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I went to speak to my friend and New York master sales trainer, David Leaver of Opus Partners, on this one. (You may have noticed a trend in my last two blogs posts that I am interviewing other experts. This is because I don’t know everything).
David has been at this sales training game for a while and as such is not easily impressed by gimmicks or gadgets that are “all flash and no cash.” So it’s notable that David has taken to LinkedIn like the proverbial mallard. That should tell all you Sales 2.0 doubters that there’s something here – my opinion.
Nigel: David what are the primary ways you use LinkedIn to sell?
David: I have a discipline each day to go into LinkedIn and spend 15-30 minutes there – no more. That’s important as social networking platforms and social media in general can suck you in and burn up all your selling time.
During my 15-30 minutes on LinkedIn each day I address the following things in order:
- My LinkedIn Inbox
- New Connections my 1st degree contacts have made
- New Recommendations my 1st degree contacts have given to people
- Questions I might be able to answer in the groups I belong to
- Who viewed my profile
Nigel: OK that’s very structured. Can we go through each one?
David: sure. So the first one is looking at my LinkedIn Inbox. This is pretty obvious but a good place to start. I check if there are any direct requests in there for my help, new contacts etc. Very basic LinkedIn usage.
The second thing I do is not obvious to most people. I check what new connections my new connections have today. This comes up on your LinkedIn home page if you have your LinkedIn settings set to display this (the default setting will show this).
The reason I look at this is that when one of the people I know makes a new connection with someone their relationship is quite active. It’s a great time for me to request an introduction to that new person too. It’s most likely my direct connection and the new 2nd degree connection have been talking or emailing and they feel a certain level of connectivity at this time. Because of this it’s more likely than normal that my request to connect will be accepted.
Nigel: OK that’s not something I’d though of. What about new recommendations? What’s that about?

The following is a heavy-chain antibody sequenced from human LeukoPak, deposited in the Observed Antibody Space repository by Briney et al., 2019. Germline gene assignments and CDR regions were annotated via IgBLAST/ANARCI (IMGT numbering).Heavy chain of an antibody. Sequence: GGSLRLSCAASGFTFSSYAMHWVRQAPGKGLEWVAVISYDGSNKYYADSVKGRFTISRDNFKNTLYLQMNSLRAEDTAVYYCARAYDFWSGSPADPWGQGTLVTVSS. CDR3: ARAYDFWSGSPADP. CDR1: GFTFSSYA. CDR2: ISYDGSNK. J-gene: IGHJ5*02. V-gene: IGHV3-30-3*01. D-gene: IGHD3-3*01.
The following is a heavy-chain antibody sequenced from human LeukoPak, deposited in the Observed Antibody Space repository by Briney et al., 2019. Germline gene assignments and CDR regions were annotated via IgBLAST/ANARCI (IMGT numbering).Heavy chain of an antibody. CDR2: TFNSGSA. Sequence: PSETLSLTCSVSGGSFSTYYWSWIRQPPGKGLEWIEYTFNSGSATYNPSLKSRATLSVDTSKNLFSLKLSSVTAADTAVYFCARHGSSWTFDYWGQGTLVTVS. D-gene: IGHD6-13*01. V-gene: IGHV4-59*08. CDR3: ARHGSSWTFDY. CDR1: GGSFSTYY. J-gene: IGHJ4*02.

David: Nigel it’s a similar principle. When one of my direct (1st degree connections) gives a recommendation to someone – or someone gives a recommendation to them – it signals to me that their relationship is strong. Hence it gives me a good clue that I can ask for an introduction to that person I don’t yet know. A recommendation is usually only given when people know each other well.
Nigel: Right, got it. Not obvious stuff from just looking at LinkedIn. And item #4 groups. What do you do there?
David: I belong to several LinkedIn groups that are sales-related and also to groups that my customers/prospects belong to. What I do is look for questions that I can answer in those groups. I make sure I only answer questions when I can really add value. It’s a great way to start a conversation. Of course, if the person I’m talking to is a potential client or partner I will try to move the conversation offline so that it becomes “real.” As you know I believe real conversations happen offline on the phone or in-person. Social media platforms like LinkedIn are just good tools for STARTING a relationship.
Nigel: Yup, agree that real relationships get formed offline. And the last one – looking at who viewed your profile?
David: I look at who viewed my profile recently (you need to be on the paid LinkedIn to do this, so it will cost you $24.95 a month). I don’t do this very often but sometimes when I see someone whose profile looks interesting to me I will email them through LinkedIn and say “I see you looked at my profile. Is there anything I can help you with?”
Nigel: OK got it. Some great stuff. I knew about some of those techniques but many of them I would not have though of. Super. Thanks David!